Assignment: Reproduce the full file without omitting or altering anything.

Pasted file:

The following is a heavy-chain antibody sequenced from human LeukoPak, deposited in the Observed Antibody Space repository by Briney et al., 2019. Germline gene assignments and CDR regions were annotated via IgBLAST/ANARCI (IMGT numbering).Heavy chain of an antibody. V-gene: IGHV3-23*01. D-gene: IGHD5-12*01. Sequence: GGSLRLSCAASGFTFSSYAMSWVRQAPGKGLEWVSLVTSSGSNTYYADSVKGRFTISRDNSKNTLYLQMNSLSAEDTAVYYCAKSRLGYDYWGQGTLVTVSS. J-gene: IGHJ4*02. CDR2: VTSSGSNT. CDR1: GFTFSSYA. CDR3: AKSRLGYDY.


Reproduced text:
The following is a heavy-chain antibody sequenced from human LeukoPak, deposited in the Observed Antibody Space repository by Briney et al., 2019. Germline gene assignments and CDR regions were annotated via IgBLAST/ANARCI (IMGT numbering).Heavy chain of an antibody. V-gene: IGHV3-23*01. D-gene: IGHD5-12*01. Sequence: GGSLRLSCAASGFTFSSYAMSWVRQAPGKGLEWVSLVTSSGSNTYYADSVKGRFTISRDNSKNTLYLQMNSLSAEDTAVYYCAKSRLGYDYWGQGTLVTVSS. J-gene: IGHJ4*02. CDR2: VTSSGSNT. CDR1: GFTFSSYA. CDR3: AKSRLGYDY.